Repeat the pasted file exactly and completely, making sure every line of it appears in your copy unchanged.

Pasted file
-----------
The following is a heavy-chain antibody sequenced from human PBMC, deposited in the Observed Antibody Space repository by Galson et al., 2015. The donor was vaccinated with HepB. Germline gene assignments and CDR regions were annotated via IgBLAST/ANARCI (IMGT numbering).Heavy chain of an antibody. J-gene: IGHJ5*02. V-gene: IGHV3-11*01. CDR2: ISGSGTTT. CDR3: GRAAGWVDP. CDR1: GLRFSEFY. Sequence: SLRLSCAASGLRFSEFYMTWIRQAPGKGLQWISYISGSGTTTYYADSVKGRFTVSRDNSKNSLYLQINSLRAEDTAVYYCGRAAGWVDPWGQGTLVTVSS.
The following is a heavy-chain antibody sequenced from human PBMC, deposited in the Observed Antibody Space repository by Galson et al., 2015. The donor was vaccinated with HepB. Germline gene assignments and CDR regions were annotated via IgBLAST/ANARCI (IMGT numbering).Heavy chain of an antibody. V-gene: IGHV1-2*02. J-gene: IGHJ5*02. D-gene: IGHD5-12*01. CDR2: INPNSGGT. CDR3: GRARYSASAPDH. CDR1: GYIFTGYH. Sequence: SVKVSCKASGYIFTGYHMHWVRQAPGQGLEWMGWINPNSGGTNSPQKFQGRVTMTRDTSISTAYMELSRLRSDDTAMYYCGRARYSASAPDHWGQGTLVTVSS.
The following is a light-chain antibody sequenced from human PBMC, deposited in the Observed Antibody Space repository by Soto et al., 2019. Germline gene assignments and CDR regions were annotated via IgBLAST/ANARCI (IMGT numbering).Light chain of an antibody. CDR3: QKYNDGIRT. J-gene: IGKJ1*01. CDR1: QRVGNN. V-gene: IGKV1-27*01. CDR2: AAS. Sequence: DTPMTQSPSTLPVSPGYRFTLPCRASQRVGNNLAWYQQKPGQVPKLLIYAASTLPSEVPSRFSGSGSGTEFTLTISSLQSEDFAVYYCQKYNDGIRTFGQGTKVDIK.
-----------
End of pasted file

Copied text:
The following is a heavy-chain antibody sequenced from human PBMC, deposited in the Observed Antibody Space repository by Galson et al., 2015. The donor was vaccinated with HepB. Germline gene assignments and CDR regions were annotated via IgBLAST/ANARCI (IMGT numbering).Heavy chain of an antibody. J-gene: IGHJ5*02. V-gene: IGHV3-11*01. CDR2: ISGSGTTT. CDR3: GRAAGWVDP. CDR1: GLRFSEFY. Sequence: SLRLSCAASGLRFSEFYMTWIRQAPGKGLQWISYISGSGTTTYYADSVKGRFTVSRDNSKNSLYLQINSLRAEDTAVYYCGRAAGWVDPWGQGTLVTVSS.
The following is a heavy-chain antibody sequenced from human PBMC, deposited in the Observed Antibody Space repository by Galson et al., 2015. The donor was vaccinated with HepB. Germline gene assignments and CDR regions were annotated via IgBLAST/ANARCI (IMGT numbering).Heavy chain of an antibody. V-gene: IGHV1-2*02. J-gene: IGHJ5*02. D-gene: IGHD5-12*01. CDR2: INPNSGGT. CDR3: GRARYSASAPDH. CDR1: GYIFTGYH. Sequence: SVKVSCKASGYIFTGYHMHWVRQAPGQGLEWMGWINPNSGGTNSPQKFQGRVTMTRDTSISTAYMELSRLRSDDTAMYYCGRARYSASAPDHWGQGTLVTVSS.
The following is a light-chain antibody sequenced from human PBMC, deposited in the Observed Antibody Space repository by Soto et al., 2019. Germline gene assignments and CDR regions were annotated via IgBLAST/ANARCI (IMGT numbering).Light chain of an antibody. CDR3: QKYNDGIRT. J-gene: IGKJ1*01. CDR1: QRVGNN. V-gene: IGKV1-27*01. CDR2: AAS. Sequence: DTPMTQSPSTLPVSPGYRFTLPCRASQRVGNNLAWYQQKPGQVPKLLIYAASTLPSEVPSRFSGSGSGTEFTLTISSLQSEDFAVYYCQKYNDGIRTFGQGTKVDIK.